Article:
INNsight is Here To Support Hoteliers During This Crisis
As everyone knows Coronavirus COVID-19 has made its way to the United States. There is a lot of misinformation out there. We want to offer a dependable resource for the facts about the Coronavirus and how you can manage your hospitality business through this unprecedented crisis. This is not a time for fear, but rather strategic purposeful action and behavior based on facts and tools to help keep communities healthy, strong, and empowered while assuring you are able to protect your hospitality business.
The INNsight Team is working 24-7 to better help our clients communicate with their community, employees, and to help with the onslaught of cancellations currently, and how to strategize a recovery in the future. INNsight has partnered with Patel Law to provide legal consultation and Petra Risk Solution to offer risk mitigation.
Remember: Knowledge is Power, and Teamwork Leads to Victory. A community that is armed with facts and support can protect itself better against the transmission and spread of COVID19 and ultimately, its defeat. Let cool heads prevail.
Establish New Safety Best Practices & Operational Protocols
Cleanliness and Safety:
Require all employees to engage in frequent handwashing.
Deploy hand sanitizer at check in counters and all touchpoints.
Train your staff to avoid close contact and practice social distancing.
Instruct your staff on increased sanitation measures to take to sanitize public areas, key cards, public bathrooms, and specific touchpoints.
Make necessary adjustments to our breakfast offerings in accordance with current food safety recommendations.
Establish and train your staff on new Housekeeping Procedures. See our guide below.
Communicate all of these aforementioned steps to your potential guests so they can be reassured that you are maintaining high standards of cleanliness in today’s hyper-sensitive times.
Cancelation and Reservation Policies:
Adhere to Force Majeure Standards and allow guests to cancel reservations without penalty until order is once again re-established. Remember this is a crisis for everyone and as a business you must practice positive public relations.
Communicate your updated policies on your hotel website.
Update your current rates to be competitive and reflective of the nature of the crisis.
Follow your local ordinances in respect to rules of housing guests, especially if you encounter self-quarantine guests.
Petra Risk Solutions is the nation’s only insurance provider dedicated exclusively to the world of hospitality. Petra provides a broad range of customizable insurance programs that take into account the size, scale, and future growth plans for hospitality organizations. Their expert team of senior risk managers and loss control managers offer on-site training, dedicated claims assistance, and industry-leading support for hospitality-specific exposures.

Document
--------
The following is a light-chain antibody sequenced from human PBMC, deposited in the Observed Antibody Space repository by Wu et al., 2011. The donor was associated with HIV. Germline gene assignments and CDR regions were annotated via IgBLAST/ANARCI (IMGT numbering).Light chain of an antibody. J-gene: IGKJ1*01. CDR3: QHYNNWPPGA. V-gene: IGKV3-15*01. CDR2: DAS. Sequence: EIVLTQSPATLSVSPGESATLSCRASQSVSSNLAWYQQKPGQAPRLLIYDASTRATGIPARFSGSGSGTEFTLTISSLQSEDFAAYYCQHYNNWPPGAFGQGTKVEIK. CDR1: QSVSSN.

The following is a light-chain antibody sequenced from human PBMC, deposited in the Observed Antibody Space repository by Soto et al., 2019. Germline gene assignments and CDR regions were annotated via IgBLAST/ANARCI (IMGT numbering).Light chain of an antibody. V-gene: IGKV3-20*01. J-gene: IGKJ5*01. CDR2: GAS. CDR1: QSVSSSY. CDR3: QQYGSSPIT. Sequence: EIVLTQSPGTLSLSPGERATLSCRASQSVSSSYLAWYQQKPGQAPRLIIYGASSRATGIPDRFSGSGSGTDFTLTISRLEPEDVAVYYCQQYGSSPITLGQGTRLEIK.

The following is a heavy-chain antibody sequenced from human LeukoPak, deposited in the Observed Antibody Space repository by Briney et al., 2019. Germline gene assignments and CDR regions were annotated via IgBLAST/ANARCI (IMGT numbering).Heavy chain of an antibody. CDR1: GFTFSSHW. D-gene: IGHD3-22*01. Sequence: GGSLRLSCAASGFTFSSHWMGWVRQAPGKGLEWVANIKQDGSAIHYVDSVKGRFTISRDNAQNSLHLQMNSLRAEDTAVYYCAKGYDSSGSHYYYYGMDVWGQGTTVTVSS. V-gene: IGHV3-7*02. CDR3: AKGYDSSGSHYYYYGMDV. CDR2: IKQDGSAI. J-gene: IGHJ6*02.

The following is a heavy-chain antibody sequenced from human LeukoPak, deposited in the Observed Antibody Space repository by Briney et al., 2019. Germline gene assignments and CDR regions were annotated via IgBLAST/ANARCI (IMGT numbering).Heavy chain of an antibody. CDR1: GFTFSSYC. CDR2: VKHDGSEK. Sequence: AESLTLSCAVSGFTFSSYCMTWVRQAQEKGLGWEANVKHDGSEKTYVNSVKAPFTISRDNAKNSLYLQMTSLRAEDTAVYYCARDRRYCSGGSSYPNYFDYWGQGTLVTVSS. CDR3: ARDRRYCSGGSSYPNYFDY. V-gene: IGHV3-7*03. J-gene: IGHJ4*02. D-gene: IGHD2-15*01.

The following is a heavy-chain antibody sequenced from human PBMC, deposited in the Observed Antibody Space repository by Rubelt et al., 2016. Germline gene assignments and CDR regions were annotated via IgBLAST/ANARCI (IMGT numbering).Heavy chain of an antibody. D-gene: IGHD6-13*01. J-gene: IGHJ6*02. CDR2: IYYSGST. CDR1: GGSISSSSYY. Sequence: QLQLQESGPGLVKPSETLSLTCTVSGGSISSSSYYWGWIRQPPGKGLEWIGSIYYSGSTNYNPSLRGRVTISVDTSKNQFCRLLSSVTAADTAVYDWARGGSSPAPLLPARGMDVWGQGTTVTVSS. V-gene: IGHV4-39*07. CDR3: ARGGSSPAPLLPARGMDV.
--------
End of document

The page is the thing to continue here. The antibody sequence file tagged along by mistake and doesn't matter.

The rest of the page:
INNsight is proud to partner with Petra Risk Solutions to offer hoteliers the best risk mitigation advice during the Coronavirus COVID-19 Pandemic. See below for some very useful resources to assist you in minimizing risk to your business.
Your Hotel’s Website Is Your Primary Communication Channel With Your Guests - Utilize It!
We recommend communicating the status of your hotel and any pertinent news about the epidemic and its impact to your operations and geography. Utilize the INNsight Content Management System (CMS) to update the news and leverage social media to post about the latest conditions. We offer several CMS tools to communicate with your guests:
Leverage a Pop-Up Message and share a letter to your guests with your current status. See our letter template below.
Post In-Line Messages throughout your website, especially on the Reservations Page to update your property status and updated reservation or cancelation policy.
Draft a News Article of Blog Post with details about Coronavirus and Your Hotel.
Post Your Hotel’s Status using Social Media
Communicate for the purpose of Public Relations: It is important to demonstrate that you are in front of the crisis.
Be Prepared When Business Does Come Back: Update your FAQs or Frequently Asked Questions so prospective guests can be aware that you are back online fully and accepting reservations.
Pricing & Promotions: Utilize Specials & Packages, Markdowns and other pricing tactics to attract new bookings and market future stays--be positive--we will all emerge from this crisis, stronger than ever!
It is highly important to also communicate with your guests at the property, itself:
Post a PR Letter at Your Front Desk detailing your Public Relations Response to The Coronavirus. See our letter template below.